The 2016 VNPS Annual Meeting was a lot of fun; full of laughter and mingling with old friends as well as making many new ones. The highlight of the weekend for me was a Lichen Walk at Wildwood Park. To our delight only four of us joined Gary Cote for the walk, and we were joined during the walk by a friend of his who is a steward of Wildwood Park. Gary not only was knowledgeable and a good teacher, he was patient and entertaining. The first thing we quickly learned is that if you want to really see a lichen you’ll need a lens. There is so much more to them than initially meets the eye. Some of them have dust, spots, cups and other features that you need to be able to see before you can even begin to identify what you’re looking at. Happily, we saw almost all twenty of the lichens on the list that he provided.
Lichens are a complex life form, a symbiotic partnership of two separate organisms, a fungus and an alga. Very recently new discoveries have been made, and now we know that some lichens have a third partner, a yeast. It’s a very cool story, linked below.
Parmotrema hypotropum, (Powdered Ruffle Lichen), and Flavoparmelia caperata, (Common Greenshield Lichen), are both commonly found here in Virginia. When wet, the algae in Common Greenshield and other chlorolichens “bloom,” which means it turns a deeper shade of green. A chlorolichen a lichen that has a green alga for its photobiont . . . once you get into lichens, you have to learn a few new words! See below!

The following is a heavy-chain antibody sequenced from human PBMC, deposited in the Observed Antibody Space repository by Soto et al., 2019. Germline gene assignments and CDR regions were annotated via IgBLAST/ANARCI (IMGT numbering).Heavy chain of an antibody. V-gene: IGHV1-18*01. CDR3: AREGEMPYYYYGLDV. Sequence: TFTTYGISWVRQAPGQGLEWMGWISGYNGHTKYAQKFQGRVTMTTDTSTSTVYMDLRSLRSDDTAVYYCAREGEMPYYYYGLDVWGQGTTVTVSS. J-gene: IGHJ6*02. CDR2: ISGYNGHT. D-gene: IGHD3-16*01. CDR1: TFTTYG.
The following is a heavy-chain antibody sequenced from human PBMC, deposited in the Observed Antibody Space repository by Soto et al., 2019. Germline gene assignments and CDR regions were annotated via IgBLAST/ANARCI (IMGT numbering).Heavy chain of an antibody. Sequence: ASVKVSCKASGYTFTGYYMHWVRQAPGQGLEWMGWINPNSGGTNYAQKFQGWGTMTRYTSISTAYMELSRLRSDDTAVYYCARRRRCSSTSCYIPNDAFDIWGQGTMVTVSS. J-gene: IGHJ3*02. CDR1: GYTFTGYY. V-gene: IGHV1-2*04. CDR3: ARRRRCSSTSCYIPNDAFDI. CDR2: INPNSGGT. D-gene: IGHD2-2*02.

My favorite of the lichens I saw was Parmotrema sulcate, (Hammered Metal Lichen). It was hard to capture the pounded metal look. The edges are squared off really reminding me of sheet metal.
Finally Ramalina americana, (Sinewed Ramalina), reminded me of some place fairies would play. To me it looks like Staghorn Fern with Japanese teacups!
Another interesting lichen is called a crutose. Crutose grows as stains, crusts, or is tightly appressed to the substrate. The Whitewash Lichen, (Phlyctis argena) is an example of this type; growing on the limbs and trunks of trees, it’s easy to see how it gets its common name.
Finally, Sinewed Ramalina, (Ramalina americana), reminded me of someplace fairies would play. To me it looks like Staghorn Fern with Japanese teacups!
How many times I must have passed by trees and rocks never noticing the interesting and diverse minutiae of lichens. I won’t make that mistake again. I’m going to start by learning more about lichens. Gary recommended Common Lichens of Northeastern North America: A Field Guide by Troy McMullin; Frances Anderson published in 2014.
Jefferson Chapter Vice President
Recording Secretary, VNPS Executive Board
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